LONDON (AP) -- British authorities have announced plans for a revamped counterterrorism strategy amid reports that dozens of convicted extremists will be released from prison this year.
As part of the program, domestic security services will be allowed to share information on people of concern with other government agencies, local authorities and businesses.
Home Secretary Sajid Javid used his first major speech in office Monday to say that one of the lessons of the multiple extremist attacks on the UK in 2017 is that sensitive information must be shared more broadly with local authorities to prevent militants from having a "safe space" in which to operate.
He said the threat of extremist attacks remains extremely high despite the collapse of the "so-called" caliphate that had been declared by the Islamic State group.
Javid said the threat of right-wing extremist attacks had also increased. The Islamic State and right-wing groups have more in common than they acknowledge, he said.
"They both exploit grievances, distort the truth and undermine the values that hold us together," he said.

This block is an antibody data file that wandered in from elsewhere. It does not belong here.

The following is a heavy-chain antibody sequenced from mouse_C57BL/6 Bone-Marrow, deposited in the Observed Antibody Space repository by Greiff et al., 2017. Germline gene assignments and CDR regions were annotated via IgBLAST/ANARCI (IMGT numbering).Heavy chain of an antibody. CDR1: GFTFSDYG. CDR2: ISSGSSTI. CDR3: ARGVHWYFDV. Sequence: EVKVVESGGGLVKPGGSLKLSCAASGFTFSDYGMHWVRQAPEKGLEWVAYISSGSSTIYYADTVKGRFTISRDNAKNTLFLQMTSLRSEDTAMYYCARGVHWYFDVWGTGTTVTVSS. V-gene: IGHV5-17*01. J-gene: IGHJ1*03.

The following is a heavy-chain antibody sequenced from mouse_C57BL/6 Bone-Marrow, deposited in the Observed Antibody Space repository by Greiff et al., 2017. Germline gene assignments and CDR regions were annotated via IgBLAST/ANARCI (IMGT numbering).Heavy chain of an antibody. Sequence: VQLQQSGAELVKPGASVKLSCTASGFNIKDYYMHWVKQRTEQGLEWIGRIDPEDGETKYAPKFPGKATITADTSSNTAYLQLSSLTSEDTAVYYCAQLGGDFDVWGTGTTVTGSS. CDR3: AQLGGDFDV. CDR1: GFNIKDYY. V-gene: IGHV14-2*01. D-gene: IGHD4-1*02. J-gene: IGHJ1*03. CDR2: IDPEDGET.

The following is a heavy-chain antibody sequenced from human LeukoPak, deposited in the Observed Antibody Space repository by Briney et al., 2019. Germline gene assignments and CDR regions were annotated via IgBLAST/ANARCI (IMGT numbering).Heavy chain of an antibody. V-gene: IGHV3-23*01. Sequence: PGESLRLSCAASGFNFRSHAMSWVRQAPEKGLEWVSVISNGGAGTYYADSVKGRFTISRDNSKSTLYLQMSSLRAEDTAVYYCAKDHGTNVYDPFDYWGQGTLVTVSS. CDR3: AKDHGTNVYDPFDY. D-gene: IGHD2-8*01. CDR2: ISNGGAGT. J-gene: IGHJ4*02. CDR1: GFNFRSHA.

The home secretary said there are "anomalies" in U.K. laws that must be updated to keep up with technology, citing for example statutes that make it "clearly illegal" to download videos that encourage terrorism but don't prohibit streaming them, which has become more common in the past five years.
Security Minister Ben Wallace told the BBC that the new counterterrorism strategy will attempt to persuade individuals to "disengage" from extremist ideology and will focus on supervising those convicted of terror offenses after they are released from prison.
Britain's Guardian newspaper reported Monday that more than 80 of the 193 terror-related sentences handed down between 2007 and 2016 will expire this year. The number of people released could be much higher, it said, because prisoners are eligible for release halfway through their sentences.